This article was adapted from the 2024 Maui guidebook due to be published in August. Writers Amy Balfour, Malia Yoshioka, Savannah Daupion & Ryan Ver Berkmoes all contributed to this article.

Hawaiian culture is about much more than melodic place names and luau. The arts, both healing and traditional, are experiencing a revival, while ancient heiau (temples), native forests and coastal fishponds are being restored. Resorts, outdoor outfitters and philanthropic groups are intentionally spotlighting long-held customs and traditional activities, and visitors are increasingly encouraged to slow down and learn. 

An outrigger canoe paddles across the ocean at sunrise at Kihei, Maui
Grab a paddle and hit the water in an outrigger canoe © drewsulockcreations / Getty Images

Paddle an outrigger canoe

Polynesians were Hawaiʻi’s first settlers, paddling outrigger canoes across 2000 miles of open ocean. Outrigger canoes have a stabilizing float, attached to the canoe by two bars. The first Europeans to arrive were awestruck at the skill Hawaiians displayed, timing launches and landings perfectly and paddling among the waves like dolphins. Today, canoe clubs keep the outrigger tradition alive. You can join a morning paddle with the Kihei Canoe Club in North Kehei' reserve your spot on the online calendar. Paddlers must be at least eight years old, and a donation of $40 per person is requested.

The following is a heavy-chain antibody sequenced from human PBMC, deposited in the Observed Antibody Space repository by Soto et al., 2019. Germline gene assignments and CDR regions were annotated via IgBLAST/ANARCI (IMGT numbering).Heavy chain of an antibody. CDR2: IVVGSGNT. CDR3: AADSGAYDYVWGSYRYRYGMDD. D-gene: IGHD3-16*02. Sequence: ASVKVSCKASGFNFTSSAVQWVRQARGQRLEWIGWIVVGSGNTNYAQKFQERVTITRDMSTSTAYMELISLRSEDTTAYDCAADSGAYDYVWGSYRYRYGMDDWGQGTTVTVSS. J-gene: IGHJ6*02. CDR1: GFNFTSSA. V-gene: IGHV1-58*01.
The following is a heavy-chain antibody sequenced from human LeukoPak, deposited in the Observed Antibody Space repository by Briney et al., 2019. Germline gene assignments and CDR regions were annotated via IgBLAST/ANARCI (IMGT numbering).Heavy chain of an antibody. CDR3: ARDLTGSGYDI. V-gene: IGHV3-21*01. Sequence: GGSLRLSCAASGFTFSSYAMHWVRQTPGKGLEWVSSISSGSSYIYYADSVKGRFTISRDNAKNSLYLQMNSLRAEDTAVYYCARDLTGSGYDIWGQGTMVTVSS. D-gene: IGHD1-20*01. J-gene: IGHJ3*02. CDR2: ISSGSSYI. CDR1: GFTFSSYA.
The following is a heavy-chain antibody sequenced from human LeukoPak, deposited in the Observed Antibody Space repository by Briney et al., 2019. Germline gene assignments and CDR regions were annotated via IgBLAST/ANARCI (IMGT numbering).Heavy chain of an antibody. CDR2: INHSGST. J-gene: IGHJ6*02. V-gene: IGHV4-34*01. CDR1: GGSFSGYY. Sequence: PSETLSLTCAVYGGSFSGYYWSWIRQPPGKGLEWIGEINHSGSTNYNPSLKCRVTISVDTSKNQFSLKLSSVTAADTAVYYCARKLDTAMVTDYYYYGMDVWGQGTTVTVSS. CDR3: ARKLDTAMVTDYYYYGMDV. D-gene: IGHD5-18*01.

Members and registered visitors push out to sea every Tuesday and Thursday morning for a one-hour paddle. Check-in at 6:30am on Kenolio Beach, and club members will provide instruction before circling up for ‘E Ala E’, a traditional Hawaiian chant.  As you skim along the coast, paddling in unison (as best you can!) in the club’s distinctive red-and-gold waʻa (canoes), you may spot some whales and green turtles. Club members in each waʻa typically share facts about Hawaiian culture and local marine life. Some trips stop just south at the historic Koʻieʻie Fishpond, where volunteers discuss ancient fishing practices.

After your paddle, stick around for complimentary coffee and snacks on the beach. Make sure and stop by Sugar Beach Bake Shop across the street for some post-canoeing sustenance.

Maui Sailing Canoe in Wailea and Hawaiian Paddle Sports in Makena offer guided outrigger-canoe tours, sharing cultural insights, too.

Attend the Masters of Hawaiian Slack Key Guitar Concert Series